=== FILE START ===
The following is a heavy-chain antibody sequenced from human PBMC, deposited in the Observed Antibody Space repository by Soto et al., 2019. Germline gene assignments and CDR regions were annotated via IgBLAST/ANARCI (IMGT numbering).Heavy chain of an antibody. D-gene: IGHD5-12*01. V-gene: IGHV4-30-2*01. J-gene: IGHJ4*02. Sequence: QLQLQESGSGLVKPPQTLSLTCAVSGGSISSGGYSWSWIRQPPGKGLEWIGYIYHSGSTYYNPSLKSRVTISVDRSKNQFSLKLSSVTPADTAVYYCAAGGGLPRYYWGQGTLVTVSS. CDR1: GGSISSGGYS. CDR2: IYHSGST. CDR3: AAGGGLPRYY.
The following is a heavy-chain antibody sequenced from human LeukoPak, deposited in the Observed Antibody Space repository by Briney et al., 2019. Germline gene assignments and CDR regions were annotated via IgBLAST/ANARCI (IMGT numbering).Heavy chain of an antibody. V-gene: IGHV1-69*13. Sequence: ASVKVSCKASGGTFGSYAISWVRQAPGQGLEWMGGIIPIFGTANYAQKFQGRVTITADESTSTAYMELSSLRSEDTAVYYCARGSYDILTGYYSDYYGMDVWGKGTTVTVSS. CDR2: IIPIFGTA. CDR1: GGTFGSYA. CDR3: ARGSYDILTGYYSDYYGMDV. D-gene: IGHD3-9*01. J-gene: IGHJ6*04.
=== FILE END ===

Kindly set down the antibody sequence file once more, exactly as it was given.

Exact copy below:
The following is a heavy-chain antibody sequenced from human PBMC, deposited in the Observed Antibody Space repository by Soto et al., 2019. Germline gene assignments and CDR regions were annotated via IgBLAST/ANARCI (IMGT numbering).Heavy chain of an antibody. D-gene: IGHD5-12*01. V-gene: IGHV4-30-2*01. J-gene: IGHJ4*02. Sequence: QLQLQESGSGLVKPPQTLSLTCAVSGGSISSGGYSWSWIRQPPGKGLEWIGYIYHSGSTYYNPSLKSRVTISVDRSKNQFSLKLSSVTPADTAVYYCAAGGGLPRYYWGQGTLVTVSS. CDR1: GGSISSGGYS. CDR2: IYHSGST. CDR3: AAGGGLPRYY.
The following is a heavy-chain antibody sequenced from human LeukoPak, deposited in the Observed Antibody Space repository by Briney et al., 2019. Germline gene assignments and CDR regions were annotated via IgBLAST/ANARCI (IMGT numbering).Heavy chain of an antibody. V-gene: IGHV1-69*13. Sequence: ASVKVSCKASGGTFGSYAISWVRQAPGQGLEWMGGIIPIFGTANYAQKFQGRVTITADESTSTAYMELSSLRSEDTAVYYCARGSYDILTGYYSDYYGMDVWGKGTTVTVSS. CDR2: IIPIFGTA. CDR1: GGTFGSYA. CDR3: ARGSYDILTGYYSDYYGMDV. D-gene: IGHD3-9*01. J-gene: IGHJ6*04.